Rocz Akad Med Bialymst. 1996;41(1):129-35. Unknown species of rickettsiae isolated from Ixodes ricinus tick in Walcz. Kruszewska D, Tylewska-Wierzbanowska S. National Institute of Hygiene, Warsaw, Poland.

Ticks Ixodes ricinus have been harvested in park down-town Walcz in June 1994. Presence of Borrelia burgdorferi and rickettsiae has been tested with PCR. B. burgdorferi and Coxiella burnetii have not been detected in any tick whereas characteristic for other rickettsiae DNA fragment of gene encoding citrate-synthase has been found. Bacterial strain has been cultured from the tick. Biochemical properties of isolated strain has strongly suggested that these bacteria belong to genus Bartonella (Rochalimaea). Further identification of bacterial DNA with RFLP-PCR (restriction fragment length polymorphism-PCR) has shown characteristics of Bartonella bacilliformis species not recognised in Poland until recently. PMID: 8673798 [PubMed - indexed for MEDLINE]

J Clin Microbiol. 2004 June; 42(6): 2799–2801. doi: 10.1128/JCM.42.6.2799-2801 2004, American Society for Microbiology. Prevalence of Borrelia burgdorferi, Bartonella spp., Babesia microti, and Anaplasma phagocytophila in Ixodes scapularis Ticks Collected in Northern New Jersey. Martin E. Adelson,1 Raja-Venkitesh S. Rao,1 Richard C. Tilton,1 Kimberly Cabets,1 Eugene Eskow,2 Lesley Fein,3 James L. Occi,4 and Eli Mordechai1*

Medical Diagnostic Laboratories L.L.C., Mt. Laurel, New Jersey 08504,1 4 Walter Foran Boulevard, Suite 103, Flemington, New Jersey 08822,2 1099 Bloomfield Avenue, West Caldwell, New Jersey, 07006,3 Graduate Program in Biology, Rutgers University, New Jersey 071024 *Corresponding author. Mailing address: Medical Diagnostic Laboratories L.L.C., 133 Gaither Dr., Suite C, Mt. Laurel, NJ 08054. Phone: (856) 608-1696. Fax: (856) 608-1667. E-mail: Received September 15, 2003; Revised January 7, 2004; Accepted March 9, 2004.

PCR analysis of Ixodes scapularis ticks collected in New Jersey identified infections with Borrelia burgdorferi (33.6%), Babesia microti (8.4%), Anaplasma phagocytophila (1.9%), and Bartonella spp. (34.5%). The I. scapularis tick is a potential pathogen vector that can cause coinfection and contribute to the variety of clinical responses noted in some tick-borne disease patients.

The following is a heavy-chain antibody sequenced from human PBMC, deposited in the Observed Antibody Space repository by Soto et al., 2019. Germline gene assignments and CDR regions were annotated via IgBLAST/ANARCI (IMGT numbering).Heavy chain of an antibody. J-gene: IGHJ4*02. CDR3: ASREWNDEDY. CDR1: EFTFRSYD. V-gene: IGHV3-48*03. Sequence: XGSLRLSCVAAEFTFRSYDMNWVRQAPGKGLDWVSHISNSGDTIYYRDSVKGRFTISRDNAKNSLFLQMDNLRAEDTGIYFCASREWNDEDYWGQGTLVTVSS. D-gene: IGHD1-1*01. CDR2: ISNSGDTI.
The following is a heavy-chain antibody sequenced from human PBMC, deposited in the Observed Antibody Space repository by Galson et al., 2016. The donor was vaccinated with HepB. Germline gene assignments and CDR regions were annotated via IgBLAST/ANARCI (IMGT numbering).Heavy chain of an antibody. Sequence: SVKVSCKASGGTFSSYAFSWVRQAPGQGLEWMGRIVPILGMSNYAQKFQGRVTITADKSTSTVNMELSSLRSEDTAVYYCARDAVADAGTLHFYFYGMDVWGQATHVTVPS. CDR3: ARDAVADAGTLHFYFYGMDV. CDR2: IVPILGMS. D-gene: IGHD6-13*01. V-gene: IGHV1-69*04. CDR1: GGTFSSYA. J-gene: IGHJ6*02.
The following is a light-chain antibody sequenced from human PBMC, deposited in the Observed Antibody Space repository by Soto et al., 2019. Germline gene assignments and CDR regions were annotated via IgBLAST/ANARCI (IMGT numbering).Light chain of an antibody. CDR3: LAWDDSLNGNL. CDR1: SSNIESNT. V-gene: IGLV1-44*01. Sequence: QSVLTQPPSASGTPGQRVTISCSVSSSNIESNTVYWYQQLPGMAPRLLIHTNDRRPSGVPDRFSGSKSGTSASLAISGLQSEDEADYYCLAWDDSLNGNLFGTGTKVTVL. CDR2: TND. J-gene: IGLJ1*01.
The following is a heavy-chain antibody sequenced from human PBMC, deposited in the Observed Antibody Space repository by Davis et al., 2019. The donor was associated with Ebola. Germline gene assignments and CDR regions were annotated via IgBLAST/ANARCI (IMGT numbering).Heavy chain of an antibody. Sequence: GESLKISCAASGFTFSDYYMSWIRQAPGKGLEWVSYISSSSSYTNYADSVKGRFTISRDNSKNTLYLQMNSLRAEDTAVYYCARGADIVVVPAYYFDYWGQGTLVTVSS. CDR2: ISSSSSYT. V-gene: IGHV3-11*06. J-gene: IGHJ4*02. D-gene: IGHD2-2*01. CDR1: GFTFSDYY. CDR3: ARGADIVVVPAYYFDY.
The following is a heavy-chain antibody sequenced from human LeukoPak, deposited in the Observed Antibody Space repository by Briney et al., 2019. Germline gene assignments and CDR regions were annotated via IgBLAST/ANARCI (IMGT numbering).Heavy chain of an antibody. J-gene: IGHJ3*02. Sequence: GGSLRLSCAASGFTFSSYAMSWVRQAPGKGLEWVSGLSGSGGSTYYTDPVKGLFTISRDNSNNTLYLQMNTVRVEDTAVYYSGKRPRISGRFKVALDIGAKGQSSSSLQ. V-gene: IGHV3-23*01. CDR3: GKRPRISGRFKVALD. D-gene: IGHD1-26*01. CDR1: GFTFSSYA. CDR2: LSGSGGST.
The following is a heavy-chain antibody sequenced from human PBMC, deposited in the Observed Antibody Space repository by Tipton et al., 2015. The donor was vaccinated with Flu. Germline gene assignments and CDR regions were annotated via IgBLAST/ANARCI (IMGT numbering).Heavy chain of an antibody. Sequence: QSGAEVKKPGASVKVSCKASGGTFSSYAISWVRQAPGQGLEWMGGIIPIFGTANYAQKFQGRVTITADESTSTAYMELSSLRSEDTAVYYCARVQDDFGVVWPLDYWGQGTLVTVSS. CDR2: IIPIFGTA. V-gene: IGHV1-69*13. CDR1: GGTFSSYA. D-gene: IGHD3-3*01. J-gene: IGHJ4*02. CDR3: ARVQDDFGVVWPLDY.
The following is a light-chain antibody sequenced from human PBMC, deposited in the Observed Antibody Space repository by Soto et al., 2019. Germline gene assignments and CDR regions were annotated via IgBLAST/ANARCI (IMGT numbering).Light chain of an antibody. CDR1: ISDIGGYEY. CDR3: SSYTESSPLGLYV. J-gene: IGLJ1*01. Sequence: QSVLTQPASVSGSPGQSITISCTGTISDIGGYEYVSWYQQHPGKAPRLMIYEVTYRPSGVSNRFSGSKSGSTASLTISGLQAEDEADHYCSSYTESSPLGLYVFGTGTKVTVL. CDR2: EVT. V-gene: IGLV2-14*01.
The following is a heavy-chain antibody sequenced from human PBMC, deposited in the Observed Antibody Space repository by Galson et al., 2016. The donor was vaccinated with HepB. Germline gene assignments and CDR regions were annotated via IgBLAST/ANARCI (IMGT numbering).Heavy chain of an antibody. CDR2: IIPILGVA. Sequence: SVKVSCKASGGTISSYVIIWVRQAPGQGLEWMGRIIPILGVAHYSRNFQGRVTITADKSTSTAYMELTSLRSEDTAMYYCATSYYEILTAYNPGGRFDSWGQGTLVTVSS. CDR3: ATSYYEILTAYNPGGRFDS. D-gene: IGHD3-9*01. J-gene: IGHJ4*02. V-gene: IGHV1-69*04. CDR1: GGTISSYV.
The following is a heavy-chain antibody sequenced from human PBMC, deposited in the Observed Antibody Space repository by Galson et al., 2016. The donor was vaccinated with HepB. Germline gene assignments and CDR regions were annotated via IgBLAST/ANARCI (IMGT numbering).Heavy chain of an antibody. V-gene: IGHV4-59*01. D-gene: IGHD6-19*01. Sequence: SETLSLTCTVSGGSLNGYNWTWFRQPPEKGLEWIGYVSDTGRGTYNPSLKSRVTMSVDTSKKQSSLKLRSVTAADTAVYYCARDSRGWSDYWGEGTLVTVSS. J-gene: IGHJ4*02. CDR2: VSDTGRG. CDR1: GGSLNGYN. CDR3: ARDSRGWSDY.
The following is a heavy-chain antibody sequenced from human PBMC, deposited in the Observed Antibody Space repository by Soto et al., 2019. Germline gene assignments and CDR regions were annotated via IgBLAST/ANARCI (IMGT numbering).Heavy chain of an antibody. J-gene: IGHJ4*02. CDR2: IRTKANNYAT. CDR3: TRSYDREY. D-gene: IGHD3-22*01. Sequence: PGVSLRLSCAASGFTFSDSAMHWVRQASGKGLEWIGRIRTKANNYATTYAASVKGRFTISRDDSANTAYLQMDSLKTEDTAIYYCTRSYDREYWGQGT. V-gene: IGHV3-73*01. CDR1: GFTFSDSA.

Lyme disease (LD) has been characterized as a multisystem disease caused by the spirochete Borrelia burgdorferi (3). The Centers for Disease Control and Prevention reported 17,730 domestic cases of LD in 2000, making it the most common vector-borne disease in the United States (5). In most patients, antibiotic treatment with doxycycline or amoxicillin has been proven to be a highly effective mode of treatment for acute and late stages of LD (28). However, a subset of patients exhibits persistent symptoms regardless of antibiotic therapeutic intervention.

The primary vertebrate reservoir for B. burgdorferi in the northeastern United States has been identified as the white-footed mouse, Peromyscus leucopus. Both larval and nymphal stages of Ixodes scapularis ticks mainly feed on P. leucopus and can infect human hosts with B. burgdorferi (1). Other pathogens, including Babesia microti and Anaplasma phagocytophila, have also been identified in I. scapularis ticks, and cotransmission with B. burgdorferi has been documented (17, 18, 19).

The present study examined the prevalence of four pathogens in I. scapularis that could potentially be transmitted to humans. Coinfection with two or more of these organisms may complicate LD prognosis. For example, simultaneous LD and babesiosis correlated with a more severe clinical progression than either condition alone (15). I. scapularis ticks were collected by the tick sweep method (4) from February through July 2001, primarily in Union County, N.J., and were identified by standard taxonomic keys (9, 12, 14). Individual ticks were placed in a microcentrifuge tube containing 470 ?l of TE buffer (10 mM Tris-HCl [pH 8.0], 1 mM EDTA), 25 ?l of 10% sodium dodecyl sulfate, and 12 ?l of DNase-free proteinase K (10 mg/ml). A handheld motorized pestle (Kontes, Vineland, N.J.) was used to homogenize each tick lysate. DNA was extracted with phenol-chloroform and recovered by ethanol precipitation. Primers for amplification of genomic DNA were synthesized by Research Genetics (Huntsville, Ala.) and are listed in Table 1. The conditions for PCR amplification of B. burgdorferi, B. microti, Bartonella spp., and A. phagocytophila were as previously described (7, 8, 13, 20). PCR products were analyzed by electrophoresis through a 1% agarose gel containing 0.5-?g/ml ethidium bromide and UV analysis utilizing a Photodocumentation System (Fisher Biotech, Pittsburgh, Pa.). The identity of selected amplicons was confirmed by independent DNA sequencing (SeqWright, Houston, Tex.). Positive controls were included in each PCR experiment and consisted of genomic DNA extracted from pathogens purchased from the American Type Culture Collection (Table 1). Negative controls consisted of the substitution of pyrogen-free water for DNA. Precautions against contamination were maintained as previously described (13).